One aircraft to reshape the European AT landscape
The C130s and C160s of the EATC Participating Nations are aging – 40 years and more of intensive usage have left behind their traces. But the old ladies are not to be scrapped yet – in fact, the newcomer still has to prove that it can duly replace these old, but reliable “workhorses”.
The new A400M is equipped with four turboprop engines and is distinguished to replace its predecessors with a much higher payload, a better flight performance and range capacity while same time being more efficient in both tactical and strategic role. Although the aircraft is primarily designed and developed for military use, it is also registered as civil aircraft.
The first flight took place on 11 December 2009. From now on about 1.500 test flights with a total of 4.500 flying hours were conducted in order to enable Atlas MSN007 to receive the full civil type certification on 13 March 2013 by EASA.
Military certification and qualification - Initial Operating Clearance/Capability, IOC - was granted on 31 July 2013. The awarding of this contract to military standards was carried out by the organization for joint armament cooperation (OCCAR), which issues the certificate on behalf of the A400M participating nations (Belgium, Germany, France, Great Britain, Luxembourg, Spain and Turkey) in Europe.
The so far delivered A400M do not yet have an IOC configuration, but can ba made suitable for basic logistic transport tasks in a few time. Following on this initial logistic configuration is SOC1: this Standard Operational Clearance. It will add basic aerial delivery to the A400M’s performance range. One step to this phase has been the airdrop trials with the A400M taking place over the Fonsorbes drop zone near Toulouse.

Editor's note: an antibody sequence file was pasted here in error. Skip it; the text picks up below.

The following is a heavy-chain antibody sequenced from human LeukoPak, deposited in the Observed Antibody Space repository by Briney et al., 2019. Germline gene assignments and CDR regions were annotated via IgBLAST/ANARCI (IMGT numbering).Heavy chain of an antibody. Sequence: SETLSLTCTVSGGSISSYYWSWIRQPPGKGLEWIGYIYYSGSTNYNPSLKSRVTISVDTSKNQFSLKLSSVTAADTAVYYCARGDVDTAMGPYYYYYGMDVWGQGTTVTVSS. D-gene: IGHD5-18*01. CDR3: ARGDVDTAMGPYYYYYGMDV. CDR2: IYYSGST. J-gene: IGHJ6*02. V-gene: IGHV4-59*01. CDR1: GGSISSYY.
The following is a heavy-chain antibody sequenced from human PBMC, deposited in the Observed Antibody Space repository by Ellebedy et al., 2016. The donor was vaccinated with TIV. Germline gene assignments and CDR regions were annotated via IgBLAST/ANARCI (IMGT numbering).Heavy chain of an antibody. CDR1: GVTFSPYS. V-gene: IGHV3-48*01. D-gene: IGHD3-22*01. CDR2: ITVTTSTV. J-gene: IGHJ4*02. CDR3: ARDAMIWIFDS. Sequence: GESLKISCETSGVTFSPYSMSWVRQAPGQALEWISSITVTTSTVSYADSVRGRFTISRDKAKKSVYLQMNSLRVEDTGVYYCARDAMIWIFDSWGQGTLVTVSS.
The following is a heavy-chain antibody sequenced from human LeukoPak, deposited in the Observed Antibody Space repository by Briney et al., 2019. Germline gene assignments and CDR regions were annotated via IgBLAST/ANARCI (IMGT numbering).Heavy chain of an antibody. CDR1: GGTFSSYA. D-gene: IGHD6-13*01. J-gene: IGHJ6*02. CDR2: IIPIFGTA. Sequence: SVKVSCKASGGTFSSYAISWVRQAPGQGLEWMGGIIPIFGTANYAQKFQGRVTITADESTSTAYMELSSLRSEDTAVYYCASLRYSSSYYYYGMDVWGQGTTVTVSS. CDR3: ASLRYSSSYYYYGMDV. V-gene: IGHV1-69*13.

During eleven flights over a two-week period, a range of different loads had been dropped by parachute - in total 26 platforms and containers weighing from 255kg to four tons using the ramp aerial-delivery system (RAS-wedge) as well as eleven bundles weighing from 15kg to 320kg using the paratrooper doors.
Initially, the third French A400M – foreseen to be delivered at the end of the year 2013 – should have been delivered in a SOC 1 configuration. For different reasons, this has not been possible and the first A400M to be delivered in a SOC 1 configuration is supposed to be the first British A400M - delivered in November 2014. Germany is supposed to get its first A400M - first of following 40 as biggest user of the A400M within Europe.
The subsequent SOC 1.5 is planned to add full aerial delivery in 2015. Also initial tactical capabilities shall be demonstrated compared with initial tanker capabilities.
After another gap of roughly one year - in 2016 - the aircraft delivered under the SOC 2 standard are supposed to be able to fulfill enhanced tactical missions and receive additional performances. Furthermore Spain – who will become full member of the EATC in July 2014 – will prepare to take over the first Atlas the same year.